Earth­quakes give Cal­i­for­nia a new desert tourist at­trac­tion

Lodi News-Sentinel - - PAGE TWO - By Gi­u­lia McDon­nell Ni­eto Del Rio

RIDGECREST — Chris­tian Flores had trav­eled more than 200 miles, from San Diego to the Mo­jave Desert, to visit the lat­est Southern Cal­i­for­nia tourist at­trac­tion.

There it was, on the hot as­phalt of High­way 178 be­tween Ridgecrest and Trona: a gnarly, sur­pris­ingly wide scar, cour­tesy of one very large earth­quake. And just a few miles down the road lay an­other one — caused by a se­cond, even larger and more ter­ri­fy­ing quake.

Flores couldn’t wait to up­load what he saw on his YouTube chan­nel.

Since the Fourth of July, tourists, ge­ol­o­gists and stu­dents have con­verged on the once-des­o­late spot from far and wide, to see the rup­tures on High­way 178 caused by last week’s mag­ni­tude 6.4 and 7.1 earth­quakes. The Grand Canyon this is not — but the cracks were siz­able enough to make vis­i­tors gape.

Trucks, mini­vans and sedans slowed down to park on the gravel lin­ing the side of the high­way. Fam­i­lies with young chil­dren hopped out. Re­searchers with GPS de­vices set up their ma­chin­ery. Oth­ers ven­tured into the brown shrub­bery as they fol­lowed the sur­face rup­tures into hilly ter­rain.

They held cam­eras and shot self­ies in the mid­dle of the road.

“I thought it would fare well on­line,” Flores, 27, said of the cracks as the early evening sun de­scended over the moun­tains. “I mean, how of­ten do you get an earth­quake of this size?”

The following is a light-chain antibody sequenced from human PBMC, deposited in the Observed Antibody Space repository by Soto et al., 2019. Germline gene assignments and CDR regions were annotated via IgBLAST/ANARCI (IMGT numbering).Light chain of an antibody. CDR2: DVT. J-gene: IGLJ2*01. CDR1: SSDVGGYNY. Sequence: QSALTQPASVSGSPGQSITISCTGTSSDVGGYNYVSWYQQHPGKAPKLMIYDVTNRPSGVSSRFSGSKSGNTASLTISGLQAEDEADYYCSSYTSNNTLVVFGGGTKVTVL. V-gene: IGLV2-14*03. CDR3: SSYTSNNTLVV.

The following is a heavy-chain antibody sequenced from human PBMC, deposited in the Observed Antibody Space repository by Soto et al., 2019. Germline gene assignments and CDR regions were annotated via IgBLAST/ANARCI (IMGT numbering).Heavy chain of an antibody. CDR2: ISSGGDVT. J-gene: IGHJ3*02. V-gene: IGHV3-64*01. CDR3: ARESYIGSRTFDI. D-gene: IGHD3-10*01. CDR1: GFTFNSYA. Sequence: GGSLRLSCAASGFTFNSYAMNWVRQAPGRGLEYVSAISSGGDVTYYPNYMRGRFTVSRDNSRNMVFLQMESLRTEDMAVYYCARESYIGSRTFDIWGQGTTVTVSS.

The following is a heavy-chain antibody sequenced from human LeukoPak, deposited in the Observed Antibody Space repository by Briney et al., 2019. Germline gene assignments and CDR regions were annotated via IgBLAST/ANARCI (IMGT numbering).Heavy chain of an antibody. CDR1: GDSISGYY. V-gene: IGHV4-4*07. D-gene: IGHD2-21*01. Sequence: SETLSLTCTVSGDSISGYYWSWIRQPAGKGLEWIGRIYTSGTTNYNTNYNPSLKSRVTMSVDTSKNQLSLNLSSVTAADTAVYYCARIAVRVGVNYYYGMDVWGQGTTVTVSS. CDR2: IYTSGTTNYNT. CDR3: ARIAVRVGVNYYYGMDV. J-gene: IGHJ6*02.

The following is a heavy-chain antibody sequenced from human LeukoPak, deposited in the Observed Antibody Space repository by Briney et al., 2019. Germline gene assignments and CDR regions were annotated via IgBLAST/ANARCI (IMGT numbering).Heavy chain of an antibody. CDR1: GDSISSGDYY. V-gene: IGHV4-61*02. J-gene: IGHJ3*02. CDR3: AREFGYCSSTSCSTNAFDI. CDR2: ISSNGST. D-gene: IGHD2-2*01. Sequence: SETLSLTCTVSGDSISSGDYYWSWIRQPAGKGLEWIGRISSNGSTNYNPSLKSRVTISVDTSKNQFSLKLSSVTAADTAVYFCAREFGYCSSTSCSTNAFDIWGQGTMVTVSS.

Flores picked up rocks he had found on the sur­face rup­ture as sou­venirs and placed them gen­tly in the back of his car trunk.

As a dust devil whirled, Michelle Bin­ion, 56, mar­veled at the rup­ture caused by the first quake. She had driven with her hus­band to the area from Ran­cho Cu­ca­monga, de­ter­mined to see the ev­i­dence of na­ture’s power.

“This is ab­so­lutely worth the drive,” she said with a smile. “I think as hu­man be­ings we like to live on the edge. This fault re­ally shows you just how vul­ner­a­ble we are.”

Some of the cracks trav­eled across the high­way and into the desert land­scape on ei­ther side.

It has been about 20 years since sci­en­tists have seen a quake of this mag­ni­tude in Cal­i­for­nia, said Cynthia Prid­more of the Cal­i­for­nia Earth­quake Clear­ing­house — a web­site where ex­perts and quake novices can share their ob­ser­va­tions.

The clear­ing­house has heard from re­searchers who be­lieve that the most no­table sur­face rup­ture dis­cov­ered so far — caused by the 7.1 quake that hit Friday — could mea­sure about 28 miles in length.

But that won’t be known un­til U.S. Ge­o­log­i­cal Sur­vey and Cal­i­for­nia Ge­o­log­i­cal Sur­vey sci­en­tists who have ac­cess to the Naval Air Weapons Sta­tion at China Lake re­port back.

IRFAN KHAN/LOS AN­GE­LES TIMES

Michelle Bin­ion, 56, left, and Gary Bin­ion, 58, came from Ran­cho Cu­ca­monga to pho­to­graph and to see how earth­quakes have rup­tured roads and earth in the area on Saturday in Sear­les Val­ley.

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